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Copyright and its impact on access to knowledge and technology
One of the justifications for a strong IP regime emerges from the argument of economic development. Economists argue that IP is needed for economic growth which is needed to reduce poverty. By ensuring innovation, creativity and productivity through IP development, countries can increase their agricultural and industrial production as well as financial investment.
The argument assumes that the system that has worked for developed countries will work similarly for developing countries. A counter-argument is that IP rights do very little to promote economic development in developing countries and in fact may end up hindering it where the necessary economic and technical capabilities are absent. For instance, the Commission on IPR maintains that IP regimes are ineffective at stimulating research that will benefit poor people because they will not be able to afford the products even if these are developed. Moreover, IP rules limit the option of technological learning through imitation and allow foreign firms to drive out domestic competition by obtaining patent protection and to service the market through imports rather than through domestic manufacture (CIPR 2002).
It is estimated that in 1999 nearly 1.2 billion people lived on less than USD 1 a day, and nearly 2.8 billion people lived on less than USD 2 per day. About 65 per cent of these people are in South and East Asia alone (World Bank 2001). Thus a key issue for policymakers is who to focus on when they consider IP and technology policies. Unfortunately, most IP policies focus on IP owners and producers and not the users. It is important to bear in mind that almost all countries in Asia Pacific, with the exception of Japan, remain net importers of IP. Even countries like India that produce a lot of IP rarely own the legal rights to the products developed locally, since these are created for companies in the northern hemisphere.
The asymmetry between developed and developing countries in relation to technology is further illustrated by the fact that low and middle income developing countries account for about 21 per cent of world GDP (World Bank) but less than 10 per cent of worldwide research and development (R&D) expenditure.2 The OECD countries spend far more on R&D than India's total national income.3 Tables 1 and 2 contrast the level of investment and activities with respect to R&D expenditure and patents in developed and developing countries. They provide an insight into the sharp inequalities in the knowledge economy. Table 1 shows that the R&D budgets of developed countries far exceed those of the developing countries. Table 2 shows that the patent share of developing countries is miniscule in comparison to that of the developed countries.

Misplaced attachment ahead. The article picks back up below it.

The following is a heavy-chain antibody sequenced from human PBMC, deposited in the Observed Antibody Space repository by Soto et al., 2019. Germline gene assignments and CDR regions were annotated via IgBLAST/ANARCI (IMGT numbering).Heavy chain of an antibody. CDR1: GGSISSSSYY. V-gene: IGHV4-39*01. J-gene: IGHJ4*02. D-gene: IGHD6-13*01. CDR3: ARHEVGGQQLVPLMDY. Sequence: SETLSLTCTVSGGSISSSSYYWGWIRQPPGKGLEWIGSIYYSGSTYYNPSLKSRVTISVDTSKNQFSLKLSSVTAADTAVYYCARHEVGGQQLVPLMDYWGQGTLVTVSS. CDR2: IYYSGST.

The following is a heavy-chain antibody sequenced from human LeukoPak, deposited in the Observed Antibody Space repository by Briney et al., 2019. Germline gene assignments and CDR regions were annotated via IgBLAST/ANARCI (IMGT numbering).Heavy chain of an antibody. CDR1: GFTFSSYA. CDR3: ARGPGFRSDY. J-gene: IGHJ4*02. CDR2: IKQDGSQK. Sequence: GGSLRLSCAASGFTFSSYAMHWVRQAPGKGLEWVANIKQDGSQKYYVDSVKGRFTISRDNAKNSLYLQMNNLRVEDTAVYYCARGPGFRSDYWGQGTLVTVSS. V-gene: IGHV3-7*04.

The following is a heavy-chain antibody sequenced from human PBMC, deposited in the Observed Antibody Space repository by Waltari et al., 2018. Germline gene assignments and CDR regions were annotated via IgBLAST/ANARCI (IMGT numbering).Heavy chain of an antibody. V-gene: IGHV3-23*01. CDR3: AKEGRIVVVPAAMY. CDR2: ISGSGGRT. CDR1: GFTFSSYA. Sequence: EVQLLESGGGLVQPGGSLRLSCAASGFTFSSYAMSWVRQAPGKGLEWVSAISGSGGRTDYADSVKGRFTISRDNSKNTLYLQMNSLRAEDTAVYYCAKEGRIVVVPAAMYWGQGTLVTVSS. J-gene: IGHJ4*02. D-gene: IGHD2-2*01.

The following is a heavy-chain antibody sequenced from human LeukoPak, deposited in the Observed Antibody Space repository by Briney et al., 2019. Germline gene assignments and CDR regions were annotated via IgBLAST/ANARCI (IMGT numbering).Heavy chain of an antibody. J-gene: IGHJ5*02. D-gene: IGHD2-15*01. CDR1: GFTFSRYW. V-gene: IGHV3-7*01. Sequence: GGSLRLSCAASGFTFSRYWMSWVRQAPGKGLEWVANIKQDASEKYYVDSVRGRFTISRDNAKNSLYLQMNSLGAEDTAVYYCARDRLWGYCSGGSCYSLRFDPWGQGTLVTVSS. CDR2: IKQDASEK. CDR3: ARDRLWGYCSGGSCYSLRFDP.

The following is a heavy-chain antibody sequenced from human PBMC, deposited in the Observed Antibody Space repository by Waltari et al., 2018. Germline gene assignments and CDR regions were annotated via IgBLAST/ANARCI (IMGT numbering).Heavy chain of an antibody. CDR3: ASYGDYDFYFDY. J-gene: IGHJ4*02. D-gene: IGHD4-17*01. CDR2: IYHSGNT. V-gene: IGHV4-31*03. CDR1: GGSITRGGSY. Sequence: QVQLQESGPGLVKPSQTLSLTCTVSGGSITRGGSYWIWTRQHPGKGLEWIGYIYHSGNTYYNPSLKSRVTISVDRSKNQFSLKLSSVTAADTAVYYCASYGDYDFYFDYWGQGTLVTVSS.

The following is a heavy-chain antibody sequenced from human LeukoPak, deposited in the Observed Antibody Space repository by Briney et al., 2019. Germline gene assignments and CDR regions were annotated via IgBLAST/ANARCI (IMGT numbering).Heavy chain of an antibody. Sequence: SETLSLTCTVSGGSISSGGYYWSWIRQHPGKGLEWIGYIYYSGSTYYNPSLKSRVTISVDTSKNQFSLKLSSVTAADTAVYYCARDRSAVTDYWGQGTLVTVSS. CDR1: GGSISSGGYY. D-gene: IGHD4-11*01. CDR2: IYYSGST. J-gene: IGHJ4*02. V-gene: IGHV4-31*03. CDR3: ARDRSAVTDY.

Source: Kumar (2003).
Note: #Belongs to 1997.
Source: Kumar (2003).
Note: Based on data presented in US Patents and Trademarks office (2001), TAF Special Report: All Patents, All Types—January 1, 1977–December 31, 2000, Washington, DC.
Given this asymmetry, policymakers in Asia Pacific will have to consider the impact of IP on the following four factors: (a) the costs of acquiring technology, (b) the opportunity costs in terms of developmental funding for key areas such as education, health and infrastructure, (c) the need to consider alternatives to paying high royalty costs and (d) the need to focus on developing indigenous technology instead of relying on importing foreign technology. By shifting focus away from protecting IP producers and owners, towards viewing IP through the prism of human rights and development, policymakers will be able to determine what would constitute the best model of IP laws within their economic and cultural context, keeping in mind their obligations under TRIPS.
The ICT revolution of this era promises a radical shift in the paradigm of how information, knowledge and culture are produced, disseminated and accessed (Rifkin 2000). Yet this promise must overcome the challenges posed by severe restrictions that make access to knowledge and culture more difficult for people, especially the poor and underprivileged. Stricter IP laws that raise information costs constitute grave impediments to a more democratized information environment. This is illustrated in the case of partially sighted and blind people whose already limited access to digital content is further curtailed by traditional as well as new copy protocols (see boxed article).
The case highlights the broader issue of the relationship between copyright and access to knowledge. Copyright was intended as a system of balances to provide incentives to creators while also ensuring free circulation of copyright works in the public domain for all other creators to build on. This balance has shifted aggressively and it has expanded drastically in favour of content owners such as large publishing houses and media conglomerates. It is imperative for policymakers to consider what kind of exceptions or compulsory license mechanisms can be devised to enable greater access to content and information for all of their citizens. In spite of their relatively weak bargaining power in the new global order, policymakers from developing countries in Asia Pacific must consider the best options available to them under the current paradigm.